October 11, 2017
New Revised Standard Version (NRSV)
but the Lord takes pleasure in those who fear him,
in those who hope in his steadfast love.
This is both the easiest topic I have ever had to write on and the hardest all at the same time. Hope can mean so much or so little for someone, and it’s all dependent upon what your prior circumstances may have been.
To start off, hope is not a feeling. While feelings of hope can swarm/swell up in someone, and you will feel hope, it’s an action. Hope is, more or less, trust. You are either placing your trust in someone, or maybe a potential job, or circumstances to happen. Generally, the strongest feelings of hope you feel are tied into a circumstance of having trust in something or someone.
I have dealt with experiences of having hope recently, with the death of my grandfather, looking and hoping that God will provide me with a job in youth ministry, or through having to give hope in others! It’s a real struggle at times, with no real promise in anything other than the fact that someone – or God – has promised something to you. Going off of a word and putting absolute trust in that word is what makes hope what it is. And when that trust is so strong, it becomes a feeling that you just can’t shake. You know without a doubt that the promise given to you is beyond breaking. And that knowledge is what creates hope.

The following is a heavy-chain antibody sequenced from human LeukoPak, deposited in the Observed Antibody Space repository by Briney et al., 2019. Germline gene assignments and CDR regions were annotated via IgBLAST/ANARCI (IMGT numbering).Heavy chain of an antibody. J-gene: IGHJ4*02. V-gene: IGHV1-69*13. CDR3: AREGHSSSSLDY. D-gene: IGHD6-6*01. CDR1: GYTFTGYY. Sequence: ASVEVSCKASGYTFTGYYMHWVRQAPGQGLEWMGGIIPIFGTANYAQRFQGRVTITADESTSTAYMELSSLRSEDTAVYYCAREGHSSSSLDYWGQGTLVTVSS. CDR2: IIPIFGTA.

Sometimes we can be deceived into following after false hopes. People in our lives offer us up words that have no proven track record, or even are eloquent with their words that they bring us to a point of believing whatever they say. It’s very easy to be fooled. The best way to counteract such false hopes is to solely trust in Jesus and His words and promises.